Ben F. Laposky is referred to on Wikipedia as “the pioneer for electronic art”. Bold words, but given that in 1953 he had a touring gallery show of oscilliscope designs, it’s clear that he’s at least near the front of the pack.
This curiosity I came across is from 1961. Computer art was still pretty far off the art world’s radar but Recreational Mathematics (Issue No 4, August 1961) provided Ben Laposky a venue to discuss his process. This little journal piece features seven of the “oscillons” (numbers: 39, 11, 10, 18, 41, 16, 38) from his Electronic Abstractions exhibit.
The content of Laposky’s article is largely a readable technical explanation of the work. Eventually he shifts from referring to this work as “design” to calling it an “art form”. Furthermore he briefly calls it the reigning “fourth-dimensional art form” and appeals to relativity and “Minkowski geometry time”. He closes out by discussing his successful traveling exhibit of this work, but suggests that 8 years on it is the only art show of its kind, although the advertising world frequently co-opts the aesthetic. This piece refers to 1937 article that describes a similar design process… so the hunt continues.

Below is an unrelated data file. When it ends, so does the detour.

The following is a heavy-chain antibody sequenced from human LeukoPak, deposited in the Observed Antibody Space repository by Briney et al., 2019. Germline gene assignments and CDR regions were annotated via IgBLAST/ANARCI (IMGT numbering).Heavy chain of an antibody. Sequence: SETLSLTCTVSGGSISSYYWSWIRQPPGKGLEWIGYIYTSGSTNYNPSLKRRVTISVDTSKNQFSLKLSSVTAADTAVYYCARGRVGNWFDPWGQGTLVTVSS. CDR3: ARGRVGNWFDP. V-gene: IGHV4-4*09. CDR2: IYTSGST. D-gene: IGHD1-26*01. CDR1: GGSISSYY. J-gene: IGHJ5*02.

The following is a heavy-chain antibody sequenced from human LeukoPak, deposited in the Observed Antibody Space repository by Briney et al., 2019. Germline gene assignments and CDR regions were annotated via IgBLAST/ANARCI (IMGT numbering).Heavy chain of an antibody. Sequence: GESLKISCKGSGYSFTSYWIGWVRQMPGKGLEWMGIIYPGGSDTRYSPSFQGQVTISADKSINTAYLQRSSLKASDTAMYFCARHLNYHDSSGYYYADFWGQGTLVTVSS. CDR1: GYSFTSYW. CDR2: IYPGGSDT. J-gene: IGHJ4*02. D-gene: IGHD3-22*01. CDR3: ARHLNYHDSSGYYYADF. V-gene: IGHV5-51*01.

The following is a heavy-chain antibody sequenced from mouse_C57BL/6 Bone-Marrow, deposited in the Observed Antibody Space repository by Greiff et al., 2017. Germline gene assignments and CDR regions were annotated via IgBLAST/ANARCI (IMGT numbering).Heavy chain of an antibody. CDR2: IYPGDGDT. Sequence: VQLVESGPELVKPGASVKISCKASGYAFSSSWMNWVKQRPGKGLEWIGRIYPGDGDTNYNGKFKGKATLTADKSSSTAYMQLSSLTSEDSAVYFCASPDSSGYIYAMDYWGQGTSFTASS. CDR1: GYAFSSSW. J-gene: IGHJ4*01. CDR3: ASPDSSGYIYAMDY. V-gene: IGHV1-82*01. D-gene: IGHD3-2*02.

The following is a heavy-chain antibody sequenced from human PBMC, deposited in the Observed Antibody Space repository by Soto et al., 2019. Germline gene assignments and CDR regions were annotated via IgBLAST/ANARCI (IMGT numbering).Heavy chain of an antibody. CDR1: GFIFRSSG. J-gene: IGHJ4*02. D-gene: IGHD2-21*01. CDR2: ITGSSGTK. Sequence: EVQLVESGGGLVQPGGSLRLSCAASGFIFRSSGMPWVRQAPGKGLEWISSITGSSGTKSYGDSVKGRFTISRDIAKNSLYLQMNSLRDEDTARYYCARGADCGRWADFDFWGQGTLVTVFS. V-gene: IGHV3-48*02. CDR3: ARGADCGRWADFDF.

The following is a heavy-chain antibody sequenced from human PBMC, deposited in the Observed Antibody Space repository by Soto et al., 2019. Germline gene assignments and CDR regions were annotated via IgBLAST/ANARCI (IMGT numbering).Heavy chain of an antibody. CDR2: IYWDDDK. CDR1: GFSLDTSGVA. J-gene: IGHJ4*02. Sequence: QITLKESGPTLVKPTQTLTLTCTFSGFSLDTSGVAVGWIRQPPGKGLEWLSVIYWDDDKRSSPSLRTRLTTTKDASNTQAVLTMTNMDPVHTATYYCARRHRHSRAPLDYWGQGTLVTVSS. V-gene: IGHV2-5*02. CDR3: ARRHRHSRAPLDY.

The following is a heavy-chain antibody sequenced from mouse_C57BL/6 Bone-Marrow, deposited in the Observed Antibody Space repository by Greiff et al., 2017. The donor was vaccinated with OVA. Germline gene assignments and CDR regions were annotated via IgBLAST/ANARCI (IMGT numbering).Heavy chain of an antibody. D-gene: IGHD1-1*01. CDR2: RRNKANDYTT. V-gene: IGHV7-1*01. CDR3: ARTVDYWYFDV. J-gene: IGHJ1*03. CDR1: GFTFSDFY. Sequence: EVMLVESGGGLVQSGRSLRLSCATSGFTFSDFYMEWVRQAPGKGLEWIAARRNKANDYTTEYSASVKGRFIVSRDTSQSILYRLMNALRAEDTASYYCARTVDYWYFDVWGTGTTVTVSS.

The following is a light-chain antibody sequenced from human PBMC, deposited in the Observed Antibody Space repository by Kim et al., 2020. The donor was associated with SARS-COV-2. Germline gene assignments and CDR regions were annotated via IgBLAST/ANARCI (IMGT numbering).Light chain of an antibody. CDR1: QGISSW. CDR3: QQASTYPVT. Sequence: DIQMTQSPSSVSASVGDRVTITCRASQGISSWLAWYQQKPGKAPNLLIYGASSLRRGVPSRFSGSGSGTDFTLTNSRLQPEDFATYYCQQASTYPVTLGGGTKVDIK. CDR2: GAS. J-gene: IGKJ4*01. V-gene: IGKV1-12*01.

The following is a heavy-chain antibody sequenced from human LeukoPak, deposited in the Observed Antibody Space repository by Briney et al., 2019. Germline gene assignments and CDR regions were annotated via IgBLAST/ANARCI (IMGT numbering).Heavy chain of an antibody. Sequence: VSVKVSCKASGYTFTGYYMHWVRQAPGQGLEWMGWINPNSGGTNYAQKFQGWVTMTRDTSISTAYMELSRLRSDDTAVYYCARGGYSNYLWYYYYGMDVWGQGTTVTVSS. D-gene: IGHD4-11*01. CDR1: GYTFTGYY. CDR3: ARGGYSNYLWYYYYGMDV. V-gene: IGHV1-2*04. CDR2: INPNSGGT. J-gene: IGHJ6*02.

For more on early computer artists visit [DAM], the Digital Art Museum’s, site as well as the Spalter Digital Art Collection’s blog. It was their collection in the DeCordova’s Drawing with Code exhibition, that turned us on to this corner of the world.